Saved on my hard-drive are dated folders containing all the digital photos I’ve ever snapped: day folders nestled in month folders filed by their appropriate year. I’ve never counted how many photos I’ve taken then filed in this manner, but both the snapping and the stockpiling seem a bit obsessive, as if I’m hoarding canned goods in my larder against an imagined Apocalypse. “If disaster strikes,” some paranoid inner voice seems to intone, “at least I’ll have plenty of pictures!”
On the one hand, I snap pictures I think I might someday blog, my eye always looking for something new or noteworthy. On the other hand, there are certain things I can’t help but photograph even though I’ve already blogged and re-blogged them so many times, I no longer have anything new to say. What more can be said about the fresh, new leaves of spring, or how many more posts about flowers can I share?
At this point, I’ve recognized that having a teeming archive of random photos is largely useless. Even if I, at some future date, decide I want to revisit the photo I took of Object X some Y months ago, there’s the question of whether I’ll ever find it: did I take that picture in January or March or May, and was it this year or last? Even when I can find a “vintage” photo, my Inner Ethicist has qualms about frequently posting pictures from the past. In my mind, Hoarded Ordinaries is a chronicle of Life Right Now, so if I post too many pictures from last week, last month, or last year, the sense of immediacy is lost. To me at least, frequently posting archival pictures feels like cheating.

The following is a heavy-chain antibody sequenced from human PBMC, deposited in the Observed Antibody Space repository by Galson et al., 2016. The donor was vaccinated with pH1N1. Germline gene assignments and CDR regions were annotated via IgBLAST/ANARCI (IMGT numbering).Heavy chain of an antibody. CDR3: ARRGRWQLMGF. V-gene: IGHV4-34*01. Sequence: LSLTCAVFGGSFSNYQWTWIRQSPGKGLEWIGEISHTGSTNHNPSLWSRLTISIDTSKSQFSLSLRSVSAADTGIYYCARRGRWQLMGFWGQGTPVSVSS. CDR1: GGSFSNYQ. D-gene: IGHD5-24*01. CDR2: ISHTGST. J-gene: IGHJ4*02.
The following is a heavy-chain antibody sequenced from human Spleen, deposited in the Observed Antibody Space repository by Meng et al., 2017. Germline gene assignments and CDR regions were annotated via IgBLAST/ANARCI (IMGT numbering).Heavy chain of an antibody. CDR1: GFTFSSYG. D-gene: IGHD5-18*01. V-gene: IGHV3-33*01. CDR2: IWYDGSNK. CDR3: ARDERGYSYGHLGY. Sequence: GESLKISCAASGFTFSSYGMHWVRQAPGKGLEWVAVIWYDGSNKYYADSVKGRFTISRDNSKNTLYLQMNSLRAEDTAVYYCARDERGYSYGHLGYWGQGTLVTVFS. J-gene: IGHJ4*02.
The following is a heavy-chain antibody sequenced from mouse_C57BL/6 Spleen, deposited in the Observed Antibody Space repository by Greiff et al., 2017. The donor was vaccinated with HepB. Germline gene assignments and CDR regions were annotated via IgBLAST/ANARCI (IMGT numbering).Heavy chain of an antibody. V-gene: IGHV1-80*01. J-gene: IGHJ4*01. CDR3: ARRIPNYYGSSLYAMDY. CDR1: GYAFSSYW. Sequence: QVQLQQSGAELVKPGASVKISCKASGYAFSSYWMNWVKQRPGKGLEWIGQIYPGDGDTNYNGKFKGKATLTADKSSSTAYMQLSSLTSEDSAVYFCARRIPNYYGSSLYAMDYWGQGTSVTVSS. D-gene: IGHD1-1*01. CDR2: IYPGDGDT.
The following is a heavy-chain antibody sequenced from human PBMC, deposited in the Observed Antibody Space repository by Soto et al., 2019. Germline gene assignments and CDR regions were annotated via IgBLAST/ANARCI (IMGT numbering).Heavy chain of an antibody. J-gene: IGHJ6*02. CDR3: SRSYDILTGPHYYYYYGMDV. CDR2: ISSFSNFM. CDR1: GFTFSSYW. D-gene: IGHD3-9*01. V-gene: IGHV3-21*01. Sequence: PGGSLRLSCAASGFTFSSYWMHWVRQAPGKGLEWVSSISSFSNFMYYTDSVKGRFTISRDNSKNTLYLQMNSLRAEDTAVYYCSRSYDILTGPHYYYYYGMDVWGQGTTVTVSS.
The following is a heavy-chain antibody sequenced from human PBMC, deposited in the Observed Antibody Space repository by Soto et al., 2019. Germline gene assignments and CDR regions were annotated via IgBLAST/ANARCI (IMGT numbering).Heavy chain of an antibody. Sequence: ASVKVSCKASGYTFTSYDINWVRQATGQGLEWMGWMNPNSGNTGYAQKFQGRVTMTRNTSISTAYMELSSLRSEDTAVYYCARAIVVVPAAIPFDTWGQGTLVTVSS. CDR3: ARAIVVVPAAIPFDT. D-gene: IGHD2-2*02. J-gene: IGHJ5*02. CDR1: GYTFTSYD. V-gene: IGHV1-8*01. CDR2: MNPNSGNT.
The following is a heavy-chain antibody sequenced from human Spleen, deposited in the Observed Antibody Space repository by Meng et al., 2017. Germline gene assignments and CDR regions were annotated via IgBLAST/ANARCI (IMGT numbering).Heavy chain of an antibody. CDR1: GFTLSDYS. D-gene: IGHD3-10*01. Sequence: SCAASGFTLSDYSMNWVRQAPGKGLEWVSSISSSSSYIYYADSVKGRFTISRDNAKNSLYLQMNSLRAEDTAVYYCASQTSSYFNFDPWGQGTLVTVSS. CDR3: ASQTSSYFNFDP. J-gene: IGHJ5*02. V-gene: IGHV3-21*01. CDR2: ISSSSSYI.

What I’m describing here is something of a personal conundrum. On the one hand, I insist on taking pictures without knowing exactly when or how I’ll use them, and I save these pictures rather than methodically tossing them. On the other hand, I’m hesitant to post archival images except in moments of blog-duress, when I’m desperate for something to share. If I were indeed hoarding canned goods, I’d be in the perilous predicament of saving up food I can’t by ethical precept actually eat, like a vegetarian stockpiling cans of beef stew. In such a scenario, how can you ever actually dig your way through your own accumulative impulses?
Today has been a literal rainy day. This morning I took Reggie on an abbreviated (but nevertheless soggy) walk; since then, I’ve spent the day doing laundry and grading online papers. If I were to create a dated photo folder titled 2008-06-04, that folder would necessarily be empty since I took no pictures today. What better excuse to revisit a handful of otherwise useless images I snapped before meeting friends for Sunday’s Art Walk in Beacon Hill? When else, exactly, will an occasion arise when I might need a photo of fruit and flowers outside Savenor’s, several shots of an equestrian statue of George Washington, and an extreme close-up of an allium?
Ultimately (and perhaps paradoxically), I think what enchants me most about the photos I take is exactly this sense of utter uselessness. The world doesn’t need another photo of George Washington strutting on horseback through the Public Garden; the world will be in no way improved by another snapshot of fruit and flowers. But when has utility or sense ever governed creative pursuits? “O reason not the need,” Shakespeare exhorted in King Lear. “Our basest beggars / Are in the poorest thing superfluous.” Even on rainy days, we’re collectively blessed with more than we’ll ever want or need. If the Universe continually insists on presenting us with spring leaves, ripe fruit, eye-catching flowers, statues, and souls, why shouldn’t we continue to notice and savor them, stockpiling for imagined Apocalypses we can’t yet begin to fathom?